We chose the in-place method because it’s the fastest and simplest method, but required a few brief (10 seconds) application interruptions throughout the migration steps.

We also needed to adapt the application to the new primary key that includes the partition key, so anytime the application used the primary key public_id, we added the partition key created_at. Unique constraints (and therefore primary keys) on partitioned tables must include all the partition key columns. This limitation exists because the individual indexes making up the constraint can only directly enforce uniqueness within their own partitions; therefore, the partition structure must guarantee no duplicates in different partitions. For example, in the insert simulation, instead of RETURNING public_id;, we add RETURNING public_id,created_at;. For updates, we add to the following code:

UPDATE orders SET text_notnull_1=substr(md5(random()::text), 0, 25) WHERE public_id = “$public_id”;

The following is our updated code:

UPDATE orders SET text_notnull_1=substr(md5(random()::text), 0, 25) WHERE public_id = “$public_id” AND created_at=”$created_at”;

The procedure is mostly done while the application is online, but a few applications interruptions are required to avoid exclusive locks to the database when running ALTER TABLE commands, so before steps 2, 4, and 5 in the following instructions, which require ALTER TABLE, we blocked the application access to the database, changed the table for a moment, and then restored application access to the database.

Create the partitioned table with the original name and a _parent suffix (for example, orders_parent).
We extract the orders_parent table and indexes DDL based on the existing schema with pg_dump, a tool that extracts a PostgreSQL database into a script file (the output of pg_dump -Ox –schema-only -t orders -U postgres) and add the PARTITION BY RANGE clause. See the following code:

CREATE TABLE orders_parent (
id bigint not null,
created_at date not null,

) PARTITION BY RANGE (created_at)

Scope the existing orders before partitioning to be the first partition.
We need to specify date and time upper and lower boundaries by setting a constraint on the partition key, created_at. We do this by determining the target day for transitioning to the partitioned table and generate the ALTER TABLE statement that creates the constraint.In our example, we create the orders_old_created_at constraint 20 days in advance:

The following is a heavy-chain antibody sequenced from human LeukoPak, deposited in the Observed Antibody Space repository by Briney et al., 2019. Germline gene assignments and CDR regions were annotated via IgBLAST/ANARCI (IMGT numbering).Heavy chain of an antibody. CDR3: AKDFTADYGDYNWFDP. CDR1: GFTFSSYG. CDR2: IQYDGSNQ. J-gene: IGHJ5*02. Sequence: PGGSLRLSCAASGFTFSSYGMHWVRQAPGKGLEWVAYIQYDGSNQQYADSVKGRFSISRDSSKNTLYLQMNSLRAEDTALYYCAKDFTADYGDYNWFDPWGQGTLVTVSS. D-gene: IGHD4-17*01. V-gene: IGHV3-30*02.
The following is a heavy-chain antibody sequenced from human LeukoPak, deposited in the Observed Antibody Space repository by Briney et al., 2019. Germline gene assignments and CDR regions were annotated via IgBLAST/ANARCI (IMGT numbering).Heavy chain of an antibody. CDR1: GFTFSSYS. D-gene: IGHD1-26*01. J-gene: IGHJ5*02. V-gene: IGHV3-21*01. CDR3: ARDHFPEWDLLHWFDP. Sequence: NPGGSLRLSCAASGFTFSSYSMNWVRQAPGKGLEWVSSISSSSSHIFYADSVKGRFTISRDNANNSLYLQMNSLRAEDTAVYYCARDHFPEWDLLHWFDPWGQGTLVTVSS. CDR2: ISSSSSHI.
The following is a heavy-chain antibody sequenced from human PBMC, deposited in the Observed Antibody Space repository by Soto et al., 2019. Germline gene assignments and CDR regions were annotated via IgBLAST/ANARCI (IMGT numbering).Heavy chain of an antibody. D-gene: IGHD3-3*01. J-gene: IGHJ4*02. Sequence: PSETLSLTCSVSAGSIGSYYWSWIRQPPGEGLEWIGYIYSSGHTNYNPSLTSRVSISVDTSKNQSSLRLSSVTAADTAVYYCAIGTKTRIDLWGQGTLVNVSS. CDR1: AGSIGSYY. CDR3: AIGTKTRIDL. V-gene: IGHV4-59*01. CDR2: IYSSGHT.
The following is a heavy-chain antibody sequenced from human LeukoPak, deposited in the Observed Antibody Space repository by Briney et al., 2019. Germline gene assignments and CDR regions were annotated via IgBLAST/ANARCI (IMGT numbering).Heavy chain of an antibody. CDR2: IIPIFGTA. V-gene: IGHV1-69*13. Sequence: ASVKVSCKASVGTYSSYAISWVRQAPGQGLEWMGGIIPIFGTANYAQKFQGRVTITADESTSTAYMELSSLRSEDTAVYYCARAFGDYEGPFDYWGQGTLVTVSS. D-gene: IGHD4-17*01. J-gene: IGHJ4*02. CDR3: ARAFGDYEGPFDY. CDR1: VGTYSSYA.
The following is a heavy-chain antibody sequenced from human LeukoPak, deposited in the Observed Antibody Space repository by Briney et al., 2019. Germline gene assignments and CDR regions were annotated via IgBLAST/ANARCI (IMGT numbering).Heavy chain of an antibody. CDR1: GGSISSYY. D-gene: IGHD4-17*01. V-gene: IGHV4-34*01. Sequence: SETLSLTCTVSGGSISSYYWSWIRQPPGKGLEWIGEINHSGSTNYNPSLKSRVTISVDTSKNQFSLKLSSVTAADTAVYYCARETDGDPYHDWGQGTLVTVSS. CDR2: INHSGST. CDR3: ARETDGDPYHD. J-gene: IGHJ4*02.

DO $$
— the end date of the partition, from now
days_ahead int := 20;

— min/max values of the partition
min_part_key timestamp;
max_part_key timestamp;

— store the DDL to create the constraint
alter_stmt text;
— get the min and max created_at date
date(max(created_at)) + (days_ahead||’ days’)::interval
into min_part_key, max_part_key
from orders;

— generate the SQL to create the constraint
format(‘alter table orders add constraint orders_old_created_at
check ( created_at >= ”%s” and created_at < ”%s”) NOT VALID’,
into alter_stmt;

— display the SQL to create the constraint
RAISE NOTICE ‘running the sql: %’, alter_stmt;

— execute the SQL to create the constraint
EXECUTE alter_stmt;

We create the constraint with no validation and run the validation separately in step 4 as an online operation that requires only a brief application interruption for the duration of the ALTER TABLE command.

Prepare the partition management with the pg_partman extension on Amazon RDS for PostgreSQL versions 12.5 and higher:

SELECT partman.create_parent( p_parent_table => ‘public.orders’,
p_control => ‘created_at’,
p_type => ‘native’,
p_start_partition => ‘2022-05-18’,
p_interval=> ‘monthly’,
p_premake => 3);

Note that we configured the p_start_partition value based on the constraint value from step 2, max(created_at).

Validate the constraint validation from step 2 ended. This step requires a brief application interruption.

alter table orders validate constraint orders_old_created_at;

The transition day to the partitioned table. This step requires an application interruption. Rename the existing orders table as the old partition table.

alter table orders rename to orders_old;
–Swap the parent orders to be the new order partitioned table.
alter table orders_parent rename to orders;

Attach the old orders table as a partition:

DO $$
— the end date of the partition, from now
days_ahead int := 20;

— min/max values of the partition
min_part_key timestamp;
max_part_key timestamp;